What is Shamsaha? Middle East domestic violence crisis centre to expand beyond Bahrain

The organisation aims to help 4,000 women across the region by the end of 2022

Shamsaha, the Middle East’s first and only domestic and sexual violence crisis programme, is expanding beyond its Bahrain base, both digitally and physically, to Saudi Arabia, Kuwait, the UAE and Oman, thanks to a financial commitment from cosmetics giant L’Oreal.

In 2020, Shamsaha dealt with more than 1,000 interactions on its helpline. With its growing reach, it’s predicted that the organisation will be able to support 4,000 women in the GCC by the end of 2022.

Giving women a voice

“Through our partnership, we aim to support Shamsaha’s mission to break the silence around domestic violence in the region, help women stand for themselves by providing direct support, and give them a voice so they can realise their full potential socially and economically,” L’Oreal Middle East managing director Remi Chadapaux tells The National.

Shamsaha founder and executive director Mary-Justine Todd says the grant will allow the organisation to replicate the success they’ve already had. “From the beginning, the vision was to use Bahrain as the starting point to grow a model for the rest of the region - now the GCC, and, inshallah, one day all the Middle East.”

The undisclosed sum of money is coming out of the L’Oreal Fund for Women, a three-year, €50 million ($59m) charitable endowment, which the French beauty brand established in order to help alleviate the difficulties brought disproportionately to women around the world by the Covid-19 pandemic.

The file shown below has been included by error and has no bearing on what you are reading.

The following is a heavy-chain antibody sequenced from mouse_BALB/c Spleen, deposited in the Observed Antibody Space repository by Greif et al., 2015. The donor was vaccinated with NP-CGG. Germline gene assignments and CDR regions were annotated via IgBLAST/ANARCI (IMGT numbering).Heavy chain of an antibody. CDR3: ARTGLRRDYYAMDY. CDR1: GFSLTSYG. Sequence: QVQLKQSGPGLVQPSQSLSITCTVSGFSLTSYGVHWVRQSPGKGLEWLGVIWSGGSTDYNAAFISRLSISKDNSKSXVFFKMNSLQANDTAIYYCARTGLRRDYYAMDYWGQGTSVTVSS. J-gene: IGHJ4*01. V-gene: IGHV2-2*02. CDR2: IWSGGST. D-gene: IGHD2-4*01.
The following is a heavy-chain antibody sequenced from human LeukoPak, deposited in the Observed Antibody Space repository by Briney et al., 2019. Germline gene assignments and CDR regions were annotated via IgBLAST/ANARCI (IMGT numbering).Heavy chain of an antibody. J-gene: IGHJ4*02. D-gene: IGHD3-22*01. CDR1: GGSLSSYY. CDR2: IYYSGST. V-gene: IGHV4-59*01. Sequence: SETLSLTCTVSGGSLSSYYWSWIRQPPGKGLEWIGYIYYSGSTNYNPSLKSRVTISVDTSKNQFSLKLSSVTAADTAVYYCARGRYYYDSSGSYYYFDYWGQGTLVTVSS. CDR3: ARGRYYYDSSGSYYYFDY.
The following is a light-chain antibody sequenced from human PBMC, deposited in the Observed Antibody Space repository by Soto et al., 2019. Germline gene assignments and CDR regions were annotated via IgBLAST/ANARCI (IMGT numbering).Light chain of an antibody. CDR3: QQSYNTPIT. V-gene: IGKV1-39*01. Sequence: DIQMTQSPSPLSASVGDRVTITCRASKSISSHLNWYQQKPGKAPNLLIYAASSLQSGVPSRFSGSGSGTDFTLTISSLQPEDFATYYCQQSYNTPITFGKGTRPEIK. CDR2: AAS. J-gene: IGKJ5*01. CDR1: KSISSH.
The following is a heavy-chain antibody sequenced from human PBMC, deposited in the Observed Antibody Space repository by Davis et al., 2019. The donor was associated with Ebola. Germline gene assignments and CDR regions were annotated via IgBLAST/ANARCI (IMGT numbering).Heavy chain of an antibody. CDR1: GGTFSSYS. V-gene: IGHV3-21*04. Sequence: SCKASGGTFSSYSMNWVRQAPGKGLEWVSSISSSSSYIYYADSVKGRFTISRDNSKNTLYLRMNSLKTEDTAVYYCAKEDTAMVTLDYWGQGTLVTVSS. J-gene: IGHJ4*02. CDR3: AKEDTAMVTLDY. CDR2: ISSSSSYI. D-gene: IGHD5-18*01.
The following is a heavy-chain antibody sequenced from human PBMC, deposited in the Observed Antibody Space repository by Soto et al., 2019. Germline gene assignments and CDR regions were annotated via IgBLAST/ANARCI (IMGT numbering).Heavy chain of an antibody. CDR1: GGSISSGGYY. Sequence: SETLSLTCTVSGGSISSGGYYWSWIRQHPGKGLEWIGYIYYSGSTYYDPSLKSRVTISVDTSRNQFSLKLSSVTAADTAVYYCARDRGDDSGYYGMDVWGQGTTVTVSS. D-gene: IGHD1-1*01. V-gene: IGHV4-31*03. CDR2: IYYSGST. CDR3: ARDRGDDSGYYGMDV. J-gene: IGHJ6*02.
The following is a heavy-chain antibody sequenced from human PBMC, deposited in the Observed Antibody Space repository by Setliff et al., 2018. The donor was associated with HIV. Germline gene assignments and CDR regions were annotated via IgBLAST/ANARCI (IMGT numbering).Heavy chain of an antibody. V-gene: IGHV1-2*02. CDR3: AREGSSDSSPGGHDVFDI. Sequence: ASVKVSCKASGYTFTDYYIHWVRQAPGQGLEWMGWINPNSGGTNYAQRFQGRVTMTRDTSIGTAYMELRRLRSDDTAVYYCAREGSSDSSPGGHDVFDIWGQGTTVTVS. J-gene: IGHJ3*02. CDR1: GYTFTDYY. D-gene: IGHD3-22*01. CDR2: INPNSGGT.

Shamsaha plans to roll out its digital and physical presence in the four new territories over the course of two years. A mobile app is also under development and will be launched for Android and iOS after the summer.

“It should be like a one-stop shop, both for the victims and our volunteers,” Todd explains. “The plan is to use the app as a vehicle for expansion and awareness, and then we will roll out the physical presence in each country.”

Prevalence rates of violence against women are not substantially different from region to region. About one in three women in the world have been subjected to physical or sexual violence in their lifetimes, according to the World Health Organisation.

Shamsaha was the first, and continues to be the only, full-scale domestic and sexual violence crisis response programme in the Middle East
Mary-Justine Todd, Shamsaha founder and executive director

"There are millions and millions of women in this region who will experience abuse at some point in their lives,” says Todd. “When it does happen, we will be there, ready with services for support.”

Shamsaha, meaning “her sun” in Arabic, was founded in 2016 under the name Women’s Crisis Care International. It is a non-profit corporation that operates entirely on donations from individuals and institutions, with a commendable 80 per cent of funds going directly towards programmes.

“Shamsaha was the first, and continues to be the only, full-scale domestic and sexual violence crisis response programme in the Middle East,” says Todd. "There are other good organisations, like counselling centres and shelters, but the way that crisis advocacy operates is unique and offers a special care for victims.”

A mission in crisis advocacy

Shamsaha's mission is to protect, advocate and empower women. Its work is organised around three clear mandates: providing 24/7 crisis care, carrying out case work, and improving community education and awareness.

Crisis advocacy is the first and largest of the three mandates, and it begins when a victim calls or texts the free helpline. Although there are dedicated numbers for Arabic and English, Shamsaha representatives speak a total of 20 languages. Currently, there are more than 100 certified women’s crisis advocates who ensure that informational, emotional and logistical support is available around the clock.